In five years’ time, Formula 1 wants to use a 100 percent sustainable fuel. Even better: It should be able to be used not only for racing cars, but also in road traffic. However, the motorsport premier class also thwarted its commitment to a better environment.
Sebastian Vettel has long since earned the reputation of a Formula 1 critic – as an active driver, mind you. The four-time world champion had to and must take a lot of criticism because of alleged hypocrisy, but one of the Heppenheimers’ key demands, the call for more “relevance” for road traffic, has apparently been answered by the racing series.
By the time cheaper and simpler engines are introduced, Formula 1 wants to have developed a fuel that is not only 100 percent sustainable, but can also be used “in every series vehicle with a combustion engine”. The series announced this ambitious plan.
The greenhouse gas emissions compared to fossil gasoline should be reduced with this fuel “by at least 65 percent”. This should be made possible, among other things, through the binding and use of CO2 or the use of non-food biomass (algae, agricultural waste and inedible plants) in production.
The processes, explained Pat Symonds, Technical Director of Formula 1, are, however, still “very, very experimental,” and so far they are in the early stages of the pilot phase. Nevertheless: If the project succeeds – in cooperation with several oil companies active in Formula 1 – it would be a coup. Especially since the premier class calculates that by 2030, more than 90 percent of cars worldwide will still be powered by an internal combustion engine.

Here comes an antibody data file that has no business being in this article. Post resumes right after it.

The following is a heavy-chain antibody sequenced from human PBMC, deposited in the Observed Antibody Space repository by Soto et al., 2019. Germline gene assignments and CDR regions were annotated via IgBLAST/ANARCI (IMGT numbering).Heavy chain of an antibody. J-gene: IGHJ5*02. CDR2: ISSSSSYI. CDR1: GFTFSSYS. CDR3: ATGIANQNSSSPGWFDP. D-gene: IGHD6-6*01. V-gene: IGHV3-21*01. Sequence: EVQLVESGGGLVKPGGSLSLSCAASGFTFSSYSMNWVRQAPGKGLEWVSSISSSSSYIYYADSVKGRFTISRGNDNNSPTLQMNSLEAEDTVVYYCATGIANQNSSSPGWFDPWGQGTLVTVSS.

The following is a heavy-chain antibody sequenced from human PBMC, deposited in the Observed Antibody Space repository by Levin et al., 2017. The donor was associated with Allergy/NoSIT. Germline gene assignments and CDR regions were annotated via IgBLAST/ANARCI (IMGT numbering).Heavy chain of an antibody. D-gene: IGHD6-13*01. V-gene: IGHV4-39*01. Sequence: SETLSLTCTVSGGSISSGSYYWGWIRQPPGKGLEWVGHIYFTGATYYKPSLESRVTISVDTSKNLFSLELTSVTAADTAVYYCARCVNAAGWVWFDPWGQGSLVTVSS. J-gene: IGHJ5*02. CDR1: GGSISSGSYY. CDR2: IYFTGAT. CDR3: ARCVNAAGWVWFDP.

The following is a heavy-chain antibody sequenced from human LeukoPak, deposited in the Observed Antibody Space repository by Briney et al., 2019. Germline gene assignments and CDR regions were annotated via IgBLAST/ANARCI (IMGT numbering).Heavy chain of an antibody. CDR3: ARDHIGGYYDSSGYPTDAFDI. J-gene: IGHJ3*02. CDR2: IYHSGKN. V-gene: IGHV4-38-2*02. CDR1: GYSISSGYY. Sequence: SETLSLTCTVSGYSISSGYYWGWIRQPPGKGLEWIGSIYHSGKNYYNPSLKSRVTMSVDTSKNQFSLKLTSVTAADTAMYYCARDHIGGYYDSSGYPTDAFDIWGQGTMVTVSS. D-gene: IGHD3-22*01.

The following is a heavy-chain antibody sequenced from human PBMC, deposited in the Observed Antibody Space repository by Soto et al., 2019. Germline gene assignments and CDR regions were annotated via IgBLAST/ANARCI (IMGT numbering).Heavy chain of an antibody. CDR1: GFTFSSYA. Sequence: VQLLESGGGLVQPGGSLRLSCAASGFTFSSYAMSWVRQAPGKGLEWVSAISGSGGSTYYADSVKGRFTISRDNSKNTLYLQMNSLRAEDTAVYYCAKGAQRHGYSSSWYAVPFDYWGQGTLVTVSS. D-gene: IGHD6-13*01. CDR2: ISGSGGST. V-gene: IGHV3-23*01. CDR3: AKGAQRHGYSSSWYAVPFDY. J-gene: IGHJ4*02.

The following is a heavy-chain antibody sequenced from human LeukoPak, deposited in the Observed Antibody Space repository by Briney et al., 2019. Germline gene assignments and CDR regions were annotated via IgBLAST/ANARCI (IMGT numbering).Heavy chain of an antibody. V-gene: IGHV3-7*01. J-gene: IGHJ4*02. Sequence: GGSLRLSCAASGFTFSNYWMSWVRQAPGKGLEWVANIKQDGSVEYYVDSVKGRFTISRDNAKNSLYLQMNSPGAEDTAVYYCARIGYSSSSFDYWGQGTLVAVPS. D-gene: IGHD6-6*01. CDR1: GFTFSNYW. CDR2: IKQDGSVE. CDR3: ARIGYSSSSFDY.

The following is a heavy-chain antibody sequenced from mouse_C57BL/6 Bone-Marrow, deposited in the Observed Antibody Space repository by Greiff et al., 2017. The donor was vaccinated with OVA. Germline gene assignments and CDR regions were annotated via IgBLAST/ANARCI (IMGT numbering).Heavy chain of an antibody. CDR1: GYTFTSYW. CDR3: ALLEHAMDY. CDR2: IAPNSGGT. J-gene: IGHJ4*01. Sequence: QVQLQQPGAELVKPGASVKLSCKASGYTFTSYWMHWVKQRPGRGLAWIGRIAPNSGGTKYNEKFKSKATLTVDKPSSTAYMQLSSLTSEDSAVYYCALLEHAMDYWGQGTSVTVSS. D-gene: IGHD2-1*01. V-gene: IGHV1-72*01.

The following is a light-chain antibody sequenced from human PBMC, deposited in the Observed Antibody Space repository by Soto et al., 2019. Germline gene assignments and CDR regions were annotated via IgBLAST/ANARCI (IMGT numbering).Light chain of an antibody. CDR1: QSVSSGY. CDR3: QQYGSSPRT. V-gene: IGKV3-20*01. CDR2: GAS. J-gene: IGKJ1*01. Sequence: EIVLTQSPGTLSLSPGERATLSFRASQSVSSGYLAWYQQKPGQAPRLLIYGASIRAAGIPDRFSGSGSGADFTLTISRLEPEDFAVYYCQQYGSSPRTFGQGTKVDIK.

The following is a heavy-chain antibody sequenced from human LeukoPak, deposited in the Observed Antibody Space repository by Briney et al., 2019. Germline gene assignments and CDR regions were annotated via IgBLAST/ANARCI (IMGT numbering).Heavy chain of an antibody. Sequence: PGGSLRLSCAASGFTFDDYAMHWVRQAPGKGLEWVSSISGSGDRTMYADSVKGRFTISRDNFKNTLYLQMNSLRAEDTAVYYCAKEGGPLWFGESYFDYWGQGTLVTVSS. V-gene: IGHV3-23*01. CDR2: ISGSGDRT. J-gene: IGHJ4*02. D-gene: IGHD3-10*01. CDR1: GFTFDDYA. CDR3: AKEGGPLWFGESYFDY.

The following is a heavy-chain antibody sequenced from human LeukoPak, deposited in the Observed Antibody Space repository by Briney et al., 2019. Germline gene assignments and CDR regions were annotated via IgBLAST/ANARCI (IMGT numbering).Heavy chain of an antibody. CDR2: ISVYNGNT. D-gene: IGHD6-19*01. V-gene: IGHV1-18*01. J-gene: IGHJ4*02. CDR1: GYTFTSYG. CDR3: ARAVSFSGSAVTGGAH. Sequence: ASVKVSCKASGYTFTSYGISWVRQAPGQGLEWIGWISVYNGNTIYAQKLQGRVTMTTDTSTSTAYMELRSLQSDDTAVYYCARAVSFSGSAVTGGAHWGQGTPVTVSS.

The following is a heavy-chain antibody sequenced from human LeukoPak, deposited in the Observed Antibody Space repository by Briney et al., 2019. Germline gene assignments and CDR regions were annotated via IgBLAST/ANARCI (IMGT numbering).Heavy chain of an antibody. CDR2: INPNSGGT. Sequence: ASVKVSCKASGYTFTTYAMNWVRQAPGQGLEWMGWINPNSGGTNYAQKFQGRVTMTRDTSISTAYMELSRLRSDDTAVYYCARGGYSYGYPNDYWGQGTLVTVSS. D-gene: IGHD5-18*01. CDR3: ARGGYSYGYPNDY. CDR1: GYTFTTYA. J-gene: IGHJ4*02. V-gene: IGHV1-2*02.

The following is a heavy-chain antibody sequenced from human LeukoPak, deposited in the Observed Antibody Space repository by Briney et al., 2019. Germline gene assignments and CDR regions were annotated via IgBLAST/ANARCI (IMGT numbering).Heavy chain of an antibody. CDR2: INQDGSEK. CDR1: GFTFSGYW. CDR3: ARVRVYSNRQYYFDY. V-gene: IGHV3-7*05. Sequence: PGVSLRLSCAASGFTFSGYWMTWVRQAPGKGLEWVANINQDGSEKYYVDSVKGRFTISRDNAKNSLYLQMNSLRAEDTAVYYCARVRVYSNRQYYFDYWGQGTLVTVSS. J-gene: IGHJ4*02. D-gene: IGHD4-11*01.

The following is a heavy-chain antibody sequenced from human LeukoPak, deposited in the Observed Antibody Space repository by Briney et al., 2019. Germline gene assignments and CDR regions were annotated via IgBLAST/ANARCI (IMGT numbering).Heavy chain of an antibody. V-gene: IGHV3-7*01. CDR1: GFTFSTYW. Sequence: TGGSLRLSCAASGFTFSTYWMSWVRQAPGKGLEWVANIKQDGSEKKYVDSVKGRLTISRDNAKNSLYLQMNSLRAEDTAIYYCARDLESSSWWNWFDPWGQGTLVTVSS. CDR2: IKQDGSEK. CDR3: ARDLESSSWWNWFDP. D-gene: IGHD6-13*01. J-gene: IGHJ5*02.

Itinerary contradicts ambitions
In the here and now, the motorsport premier class still offers plenty of attack surface, despite its ambitious goal of achieving net zero carbon emissions by 2030. The calendar planned for 2022 is particularly irritating. Unprecedented 23 races within eight months in Europe, Asia, Australia and North and South America are planned. Among other things, the route includes the stops Saudi Arabia, Australia, China, USA and Spain in the spring. From Monaco it goes in early summer via Azerbaijan to Canada and from there to Great Britain.
This does not seem sustainable, among other things, Vettel had recently spoken out in favor of a calendar that is more regionally planned. But as it is, Formula 1 must once again put up with the accusation of following the trail of money. This is at the expense of the environment and many employees of the Grand Prix circus who are busy with assembly and dismantling and, unlike the drivers, cannot even travel home for a short time – which usually happens by plane.
“The goal must be to make our season sustainable, not only for the environment, but also for the staff,” said Vettel on Thursday on the sidelines of the Turkish Grand Prix (Sunday, 2:00 p.m. CEST / Sky): “It should be like this that people also have a normal life, that they can be there for their families. We have to be very careful. “